Children gather around plants to learn from Growing North team member

Photo courtesy: Ben Canning

Greenhouse project moves into second Inuit community as Thanksgiving approaches

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By Noella Ovid

Growing North, an Enactus Ryerson group that grows food in a Nunavut greenhouse, is expanding into a second community.

Last October, a group of Ryerson students began a project to tackle food insecurity in northern Canada by constructing a greenhouse in the town of Naujaat, Nunavut. This week, they will be expanding to Arviat, another Inuit community in Nunavut.

“Expanding to an additional community this early on is something we didn’t expect but we’re really excited to be doing,” said Stefany Nieto, co-founder and co-project manager.

For Thanksgiving, Nieto said the group is planning to work with the women’s collective to give back to Naujaat with various dishes. The collective was designed to empower Inuit women by providing for sustainable food and new livelihood opportunities. Growing North provides some of their fruits and vegetables to the women’s collective at no cost. The women use that produce to create traditional food which some then sell.

Nieto said her team was inspired to take action after realizing how common food insecurity is in Northern Canada. A recent report by food insecurity research group PROOF states that about four million Canadians are affected by food insecurity. In 2012, food insecurity was at a record high in Nunavut with 45.2 per cent of people lacking sufficient access to affordable, nutritious food. In comparison, food insecurity in Ontario sat at 11.7 per cent.

According to Mustafa Koç, Ryerson professor and co-founder of the Centre for Studies in Food Security, such high rates are unacceptable for an advanced, industrial country like Canada.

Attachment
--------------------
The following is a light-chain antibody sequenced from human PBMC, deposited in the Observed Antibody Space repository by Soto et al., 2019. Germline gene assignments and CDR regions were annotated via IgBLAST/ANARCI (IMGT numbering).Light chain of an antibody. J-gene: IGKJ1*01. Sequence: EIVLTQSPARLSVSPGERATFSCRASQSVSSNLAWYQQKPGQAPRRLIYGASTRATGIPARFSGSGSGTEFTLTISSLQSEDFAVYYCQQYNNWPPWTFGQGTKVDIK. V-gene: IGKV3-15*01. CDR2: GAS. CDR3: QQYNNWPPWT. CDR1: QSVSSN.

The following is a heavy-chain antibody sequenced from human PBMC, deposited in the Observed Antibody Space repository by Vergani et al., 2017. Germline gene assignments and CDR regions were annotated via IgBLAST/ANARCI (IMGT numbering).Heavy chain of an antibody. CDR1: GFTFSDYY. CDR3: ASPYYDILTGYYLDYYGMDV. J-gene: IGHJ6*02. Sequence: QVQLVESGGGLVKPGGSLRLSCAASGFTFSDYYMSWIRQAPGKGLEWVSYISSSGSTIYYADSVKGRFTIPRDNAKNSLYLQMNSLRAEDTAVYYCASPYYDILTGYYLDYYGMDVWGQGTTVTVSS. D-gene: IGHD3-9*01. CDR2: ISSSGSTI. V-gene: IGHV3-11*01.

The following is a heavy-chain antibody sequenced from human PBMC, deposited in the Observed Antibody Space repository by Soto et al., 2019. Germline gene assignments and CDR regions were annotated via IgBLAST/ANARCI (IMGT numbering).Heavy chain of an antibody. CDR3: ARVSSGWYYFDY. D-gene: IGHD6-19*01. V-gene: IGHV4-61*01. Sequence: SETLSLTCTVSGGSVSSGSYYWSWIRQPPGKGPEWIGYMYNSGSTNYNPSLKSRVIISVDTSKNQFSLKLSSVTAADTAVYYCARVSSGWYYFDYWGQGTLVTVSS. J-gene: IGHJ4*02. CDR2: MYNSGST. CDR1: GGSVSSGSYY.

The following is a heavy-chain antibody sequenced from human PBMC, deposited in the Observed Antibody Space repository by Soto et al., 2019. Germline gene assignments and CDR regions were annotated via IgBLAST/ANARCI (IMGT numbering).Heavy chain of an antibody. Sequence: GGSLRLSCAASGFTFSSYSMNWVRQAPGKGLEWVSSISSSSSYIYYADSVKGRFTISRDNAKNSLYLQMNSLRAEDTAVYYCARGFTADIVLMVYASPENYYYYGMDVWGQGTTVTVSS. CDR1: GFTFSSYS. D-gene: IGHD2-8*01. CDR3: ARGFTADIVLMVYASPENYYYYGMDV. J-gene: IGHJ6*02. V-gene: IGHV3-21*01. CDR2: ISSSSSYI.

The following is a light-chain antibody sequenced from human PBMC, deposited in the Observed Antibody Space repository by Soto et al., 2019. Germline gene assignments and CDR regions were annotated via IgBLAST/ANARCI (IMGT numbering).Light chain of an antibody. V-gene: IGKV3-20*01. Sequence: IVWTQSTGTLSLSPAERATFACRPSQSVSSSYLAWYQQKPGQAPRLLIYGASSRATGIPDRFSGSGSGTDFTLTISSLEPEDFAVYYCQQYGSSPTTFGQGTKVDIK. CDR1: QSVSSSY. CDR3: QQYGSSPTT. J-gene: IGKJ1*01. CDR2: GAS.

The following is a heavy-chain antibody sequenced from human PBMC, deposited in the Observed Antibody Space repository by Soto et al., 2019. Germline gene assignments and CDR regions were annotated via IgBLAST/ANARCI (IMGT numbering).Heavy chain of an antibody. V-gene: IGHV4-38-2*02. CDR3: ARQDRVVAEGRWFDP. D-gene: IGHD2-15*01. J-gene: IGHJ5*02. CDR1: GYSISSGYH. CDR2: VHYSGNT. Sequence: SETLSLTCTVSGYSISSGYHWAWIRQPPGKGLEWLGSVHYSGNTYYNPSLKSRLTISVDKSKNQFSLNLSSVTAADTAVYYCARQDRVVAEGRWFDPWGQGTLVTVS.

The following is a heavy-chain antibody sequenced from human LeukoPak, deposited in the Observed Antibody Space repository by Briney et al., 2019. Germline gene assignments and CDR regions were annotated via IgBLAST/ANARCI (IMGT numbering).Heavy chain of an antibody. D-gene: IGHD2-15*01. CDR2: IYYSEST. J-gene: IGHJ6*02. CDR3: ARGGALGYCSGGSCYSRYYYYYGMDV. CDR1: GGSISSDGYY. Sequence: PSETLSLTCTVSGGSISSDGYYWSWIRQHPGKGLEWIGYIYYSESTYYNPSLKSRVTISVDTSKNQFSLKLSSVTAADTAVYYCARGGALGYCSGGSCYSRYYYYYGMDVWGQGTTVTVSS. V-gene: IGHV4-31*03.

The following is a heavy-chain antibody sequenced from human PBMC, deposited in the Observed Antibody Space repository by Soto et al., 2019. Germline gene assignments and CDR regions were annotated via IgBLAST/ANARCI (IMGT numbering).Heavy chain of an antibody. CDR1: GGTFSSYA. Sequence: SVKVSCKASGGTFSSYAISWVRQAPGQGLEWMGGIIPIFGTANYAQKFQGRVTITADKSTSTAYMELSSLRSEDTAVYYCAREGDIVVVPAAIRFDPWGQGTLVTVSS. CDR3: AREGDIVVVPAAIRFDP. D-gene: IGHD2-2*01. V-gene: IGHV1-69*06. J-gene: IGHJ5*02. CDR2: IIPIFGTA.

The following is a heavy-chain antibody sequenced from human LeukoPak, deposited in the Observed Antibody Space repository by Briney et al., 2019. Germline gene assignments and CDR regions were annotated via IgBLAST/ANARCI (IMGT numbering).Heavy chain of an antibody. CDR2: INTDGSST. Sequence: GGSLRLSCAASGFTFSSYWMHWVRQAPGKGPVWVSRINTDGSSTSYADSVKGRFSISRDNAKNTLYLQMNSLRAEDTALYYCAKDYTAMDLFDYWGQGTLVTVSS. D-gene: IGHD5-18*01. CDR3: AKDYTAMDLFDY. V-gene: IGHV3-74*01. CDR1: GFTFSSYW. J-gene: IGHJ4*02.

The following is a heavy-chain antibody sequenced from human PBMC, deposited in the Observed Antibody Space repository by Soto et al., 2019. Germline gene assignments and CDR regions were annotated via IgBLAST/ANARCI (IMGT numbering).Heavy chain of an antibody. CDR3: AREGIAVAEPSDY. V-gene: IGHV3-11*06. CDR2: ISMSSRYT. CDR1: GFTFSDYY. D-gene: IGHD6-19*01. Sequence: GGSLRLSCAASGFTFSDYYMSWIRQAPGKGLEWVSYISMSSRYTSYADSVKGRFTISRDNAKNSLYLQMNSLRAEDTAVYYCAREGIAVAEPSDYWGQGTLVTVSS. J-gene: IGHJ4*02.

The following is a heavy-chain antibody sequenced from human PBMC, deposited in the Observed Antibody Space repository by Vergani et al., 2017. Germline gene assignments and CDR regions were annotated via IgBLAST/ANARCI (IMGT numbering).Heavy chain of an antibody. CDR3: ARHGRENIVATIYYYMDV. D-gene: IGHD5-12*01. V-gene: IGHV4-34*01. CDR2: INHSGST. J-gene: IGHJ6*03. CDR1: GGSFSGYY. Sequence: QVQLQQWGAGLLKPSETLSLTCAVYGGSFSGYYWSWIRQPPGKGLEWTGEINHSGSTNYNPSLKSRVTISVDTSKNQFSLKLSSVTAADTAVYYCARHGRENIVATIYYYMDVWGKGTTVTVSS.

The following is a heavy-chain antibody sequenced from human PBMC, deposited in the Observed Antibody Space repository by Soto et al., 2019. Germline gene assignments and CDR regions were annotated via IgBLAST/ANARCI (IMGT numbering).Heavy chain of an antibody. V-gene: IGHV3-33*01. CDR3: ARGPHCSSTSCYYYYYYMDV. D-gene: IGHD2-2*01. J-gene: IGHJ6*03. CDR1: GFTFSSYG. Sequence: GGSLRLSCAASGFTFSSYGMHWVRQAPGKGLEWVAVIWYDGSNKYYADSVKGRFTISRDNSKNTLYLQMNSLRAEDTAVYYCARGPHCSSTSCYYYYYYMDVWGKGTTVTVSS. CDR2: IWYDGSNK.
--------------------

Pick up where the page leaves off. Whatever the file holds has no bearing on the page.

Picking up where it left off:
“Access to land, traditional livelihoods, harvesting and food knowledge has been key for aboriginal peoples for transmitting their cultural values and skills to future generations. Sadly, despite Canada’s international commitments, food security initiatives were limited to income supplements or shipping highly processed foods to the aboriginal communities,” he said via email.

In the past year, Growing North set up a co-op program with the local high school to provide education and help students graduate at a low cost.

“As a big supporter of Ryerson’s commitment to working with communities in responding societal needs, I am less enthusiastic about the use of term ‘social entrepreneurship’ in dealing with structural problems,” said Koç. “Certainly greenhouses can provide some relief but [that relief would be limited].”

Nieto said that expansion is the group’s biggest focus right now. They are working on getting their foot through the door in the new community and starting the process of figuring what type of greenhouse would work best.

“When we started this project, we didn’t think it would get this big but it has and we’re really excited to see it through,” she said.

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